Quiboloy allegations of a US-Marcos plot against him not just a rant

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EVANGELIST Apollo Quiboloy, who heads the second largest non-Catholic Christian church in the country, has called for the ouster of “President Marcos and First Lady Lisa Marcos.” He claimed Marcos’ administration is an “evil and unrighteous organization and is cooperating with the US government’s plot to kill him.”

Malacañang has ignored the accusations; most media has dismissed these as baseless rants.

They go a long way back. The real target is Duterte. SMNI PHOTO

Quiboloy, who is addressed as “Pastor,” may merely be frantic over the likelihood that this administration will very actively aid the US Federal Bureau of Investigation, which has filed grievous charges against him, listing him among the FBI’s fugitives.

His call to oust Marcos is unlikely to take off at all, as Quiboloy has little if any, support from the Philippine economic and political elite — which always determines major political developments in this country. However, he has huge support among the masses, especially in Mindanao. His church claims to have 5 million true believers, including 2 million abroad. The politically powerful Iglesia ni Cristo has 3 million members.

As much as Marcos has ignored it, the pastor’s call is another body blow to Marcos’ political support and popularity, coming on the heels of his or his cousin House Speaker Ferdinand Martin Romualdez’s bogus “signature campaign” to amend the Constitution. That has been exposed as a vile conspiracy, which would have even been used as bribes to get people to sign the petition, P28 billion in taxpayers’ money intended to help the poorest.

While the figure of his church’s claimed members is likely exaggerated, he seems to have indeed at least a million followers, which has enabled him to amass vast tracts of land and even a two-engine Cessna Citation Sovereign jet that costs $18 million and a $6 million Bell 429 helicopter.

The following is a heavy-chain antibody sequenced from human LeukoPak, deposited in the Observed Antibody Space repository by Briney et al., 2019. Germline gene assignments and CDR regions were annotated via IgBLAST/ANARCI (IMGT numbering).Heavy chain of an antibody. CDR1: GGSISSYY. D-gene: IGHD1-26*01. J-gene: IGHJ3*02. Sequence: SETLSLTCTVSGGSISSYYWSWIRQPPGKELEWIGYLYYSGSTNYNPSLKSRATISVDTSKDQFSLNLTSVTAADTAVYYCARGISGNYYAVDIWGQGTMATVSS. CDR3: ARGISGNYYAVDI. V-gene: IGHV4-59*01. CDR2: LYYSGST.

However, Quiboloy’s wealth may not have been accumulated solely through tithes (a percentage of a believer’s income). A number of allegations, made in Congress committees, have been made that part of a “pastoral’s” (the term the church uses for its members) duties is to raise money by soliciting contributions in the streets and even selling foodstuff as rice cakes, with these members even brought to Manila from Davao, Quiboloy’s base.


Whether those are true or merely fabricated remains to be proven, as there has been not a single case filed in court by a human rights organization here against Quiboloy or officials of his church alleging such crimes.

Quiboloy was indicted together with nine other officials of his church in 2021 by a federal grand jury in the US District Court for the Central District of California “for conspiracy to engage in sex trafficking by force, fraud and coercion and sex trafficking of children; conspiracy; and bulk cash smuggling.” On Nov. 10, 2021, a federal warrant was issued for his arrest.

Quiboloy, though, has claimed that the US officials have repeatedly postponed his trial so that he and officials — all women mostly in their 60s and 70s — have not been given the opportunity to disprove the charges.